Our Abraham, Not Theirs
Inheriting Abraham, by Jon Levenson, expertly dismantles the idea of the patriarch as the father of three religions
We like to think that mutual understanding promotes tolerance. But sometimes we hate people because we understand them. Martin Luther’s exhaustive study of rabbinic commentaries as well as Hebrew scripture did not prevent him from proposing the destruction of every Jewish home along with every synagogue. Adolf Eichmann hoped to study Hebrew with a Berlin rabbi, the better to understand the people he planned to exterminate.
In Inheriting Abraham, Jon Levenson, the Albert A. List Professor of Bible at Harvard’s Divinity School, throws cold water on the mutual-understanding campfire. Misunderstanding is not what divides the image of Abraham in Judaism, Christianity, and Islam, the misnomered “Abrahamic religions”; on the contrary, the founders of the younger religions well understood Abraham’s role in Judaism. St. Paul’s transformation of Abraham into the father of all who believe, and the Quran’s recasting of Abraham as a Muslim prophet who prefigured Muhammed, both rejected the Jewish version by design, by inventing their own Abrahams to serve their own doctrinal purposes.
Through published excerpts and interviews, Levenson has been drawing attention to his most provocative conclusion: that it is wrong to present Abraham as a unifying figure who transcends the differences among Christians, Jews, and Muslims. The progressive wings of Christianity as well as Judaism have a great deal invested in this reassuring claim, and Levenson’s devastating refutation of the “three Abraham religions” thesis will be unwelcome. He makes short work of pop theologians like Bruce Feiler, whose best-selling book on the patriarch claims that “Abraham belongs to all of humanity” and that “the carefully balanced message of the Abraham story [is] that God cares for all his children—a tradition that existed for hundreds of years before the religions themselves existed.” Feiler and his co-thinkers, Levenson observes, have essentially invented another Abraham—“a neutral Abraham who can be made to serve as a control on the Abrahams of the three traditions that are thought to derive from him.”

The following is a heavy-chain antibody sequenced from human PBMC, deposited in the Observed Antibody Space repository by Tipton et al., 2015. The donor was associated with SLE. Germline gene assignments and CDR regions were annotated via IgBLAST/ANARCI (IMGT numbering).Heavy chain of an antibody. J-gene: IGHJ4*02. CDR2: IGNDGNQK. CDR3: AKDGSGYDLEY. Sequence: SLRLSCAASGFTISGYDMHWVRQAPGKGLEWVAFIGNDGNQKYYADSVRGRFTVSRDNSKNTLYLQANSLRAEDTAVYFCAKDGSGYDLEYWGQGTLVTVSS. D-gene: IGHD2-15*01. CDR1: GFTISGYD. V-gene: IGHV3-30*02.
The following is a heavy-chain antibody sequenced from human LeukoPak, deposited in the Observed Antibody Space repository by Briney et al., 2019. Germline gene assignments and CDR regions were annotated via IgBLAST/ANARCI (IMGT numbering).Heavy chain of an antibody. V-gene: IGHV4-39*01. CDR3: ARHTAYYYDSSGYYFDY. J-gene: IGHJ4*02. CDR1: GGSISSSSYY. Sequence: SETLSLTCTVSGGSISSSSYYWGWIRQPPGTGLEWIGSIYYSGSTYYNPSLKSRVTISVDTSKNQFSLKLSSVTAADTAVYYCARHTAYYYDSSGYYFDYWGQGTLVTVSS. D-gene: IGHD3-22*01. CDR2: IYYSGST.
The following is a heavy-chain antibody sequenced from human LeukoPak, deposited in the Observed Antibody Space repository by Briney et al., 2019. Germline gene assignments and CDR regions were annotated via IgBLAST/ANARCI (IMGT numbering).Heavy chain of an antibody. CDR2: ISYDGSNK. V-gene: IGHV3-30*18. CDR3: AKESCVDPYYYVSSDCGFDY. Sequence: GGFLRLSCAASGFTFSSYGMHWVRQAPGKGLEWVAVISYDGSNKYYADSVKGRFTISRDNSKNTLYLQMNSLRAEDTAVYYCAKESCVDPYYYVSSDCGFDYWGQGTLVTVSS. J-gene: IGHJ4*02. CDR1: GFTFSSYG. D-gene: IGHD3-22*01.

So, it is clear that Levenson’s new book will be resented in liberal religious circles. What it won’t be, however, is easily refuted.
Why should Abraham belong to all of humanity? For Jews and Christians, the answer lies in paternity and covenant: Abraham is the father of God’s people, through his son Isaac in Judaism, and for Christians, through the faith of those who belief in Jesus’ resurrection. Christianity’s departure from Judaism is an argument about lineage and legitimacy. The Abraham of Genesis, as Levenson notes, never preaches monotheism. The Abraham who smashed the idols in his father’s workshop appears in Second Temple sources, and that is the Abraham of the Quran: the prophet of monotheism who prefigures Muhammed. Abraham’s definitive act for Christians and Jews, his obedience to God’s command to sacrifice Isaac, is simply a prooftest of submission for Muslims, who are instructed by Muhammed as prefigured by Abraham.